To tell the tale of a generation of women, director Sini Anderson focuses on one life: Kathleen Hanna’s. The documentary “The Punk Singer” presents Hanna as the shrillest voice of the ’90s Riot Grrrl Movement. Clear and insightful, yet inflammatory in its simplicity, this singer’s timbre, bold attitude and controversiality have been igniting listeners since she first took the stage with punk band Bikini Kill.
The film opens with grainy footage shot in a living room in Washington. An audience stands grouped in a loose semicircle around Hanna as she performs spoken-word poetry, stomping and shrieking, “I’m your worst nightmare. I’m a girl you can’t shut up.”
Even in poor camcorder resolution, bewildered faces and backwards hats markedly contrast with the performer’s playfully chopped bangs, black combat boots and seething search for justice. This opening scene, even before Hanna becomes a singer, shows a tame version of the reaction she would be getting for most of her career.
Chronicling her musical projects from Bikini Kill to the Julie Ruin, “The Punk Singer” also explores how Hanna persuaded an irritated boys’ club to admit that women are worthy of respect by convincing women they had a right to admission. Her friends, bandmates and peers gush throughout the film about her devotion to feminism in every endeavor, no matter the consequences.
When asked how she coped with the challenges of making her first full-length film, Anderson pronounced passionately: “This is Kathleen. This story has to be told.” Hanna has a messiah-like presence in Riot Grrrl, as though people find their voices in her art and become her disciples.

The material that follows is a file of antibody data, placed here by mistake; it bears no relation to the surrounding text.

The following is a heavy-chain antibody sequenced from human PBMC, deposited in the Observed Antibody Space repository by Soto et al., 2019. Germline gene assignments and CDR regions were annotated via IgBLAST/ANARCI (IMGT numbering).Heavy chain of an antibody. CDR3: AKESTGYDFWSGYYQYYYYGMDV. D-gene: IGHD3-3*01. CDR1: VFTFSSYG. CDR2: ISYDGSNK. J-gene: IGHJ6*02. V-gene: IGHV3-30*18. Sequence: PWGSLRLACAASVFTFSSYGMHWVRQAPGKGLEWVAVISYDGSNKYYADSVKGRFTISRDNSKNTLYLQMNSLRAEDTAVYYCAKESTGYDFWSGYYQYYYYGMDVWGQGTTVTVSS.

Hanna’s signature pronouncement during Bikini Kill shows, “Girls to the front!,” ordered men to literally get out of the way and accept women into their sacred places. More importantly, it became a rallying cry for women who wanted to assert themselves but feared the threat of aggressive moshing presented at shows.
While Hanna’s careers in music and activism were thoroughly documented in “The Punk Singer,” there was little explanation of relationship backgrounds or band in-fighting and almost no negative commentary.
That positive spirit is not only refreshing in documentary pursuits but also a tenet of the Riot Grrrl manifesto. Equality is a universal concern, and the Riot Grrrl movement wasn’t just created for feminists but for anyone who felt maligned by society. None of the people interviewed felt it necessary to belittle others’ successes or gossip about their failures.
The last part of the documentary unobtrusively examines why Hanna stopped touring in 2005. Mysterious illnesses plagued Kathleen throughout her career, but she was only officially diagnosed with late-stage Lyme disease in 2010.
The physically taxing and emotionally draining recovery from this disease has made her very private over the past few years. But Hanna refuses to let the odds get the best of her and, as always, refuses to shut up.